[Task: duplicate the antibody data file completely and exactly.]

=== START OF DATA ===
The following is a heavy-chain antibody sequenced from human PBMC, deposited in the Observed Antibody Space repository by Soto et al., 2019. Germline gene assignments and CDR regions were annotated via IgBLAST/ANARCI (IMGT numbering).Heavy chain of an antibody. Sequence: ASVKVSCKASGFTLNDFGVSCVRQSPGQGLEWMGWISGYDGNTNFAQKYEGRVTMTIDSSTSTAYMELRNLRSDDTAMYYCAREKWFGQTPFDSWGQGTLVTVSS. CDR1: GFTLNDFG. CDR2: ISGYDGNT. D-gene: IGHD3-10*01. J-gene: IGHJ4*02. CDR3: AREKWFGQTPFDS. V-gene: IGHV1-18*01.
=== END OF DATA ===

The following is a heavy-chain antibody sequenced from human PBMC, deposited in the Observed Antibody Space repository by Soto et al., 2019. Germline gene assignments and CDR regions were annotated via IgBLAST/ANARCI (IMGT numbering).Heavy chain of an antibody. Sequence: ASVKVSCKASGFTLNDFGVSCVRQSPGQGLEWMGWISGYDGNTNFAQKYEGRVTMTIDSSTSTAYMELRNLRSDDTAMYYCAREKWFGQTPFDSWGQGTLVTVSS. CDR1: GFTLNDFG. CDR2: ISGYDGNT. D-gene: IGHD3-10*01. J-gene: IGHJ4*02. CDR3: AREKWFGQTPFDS. V-gene: IGHV1-18*01.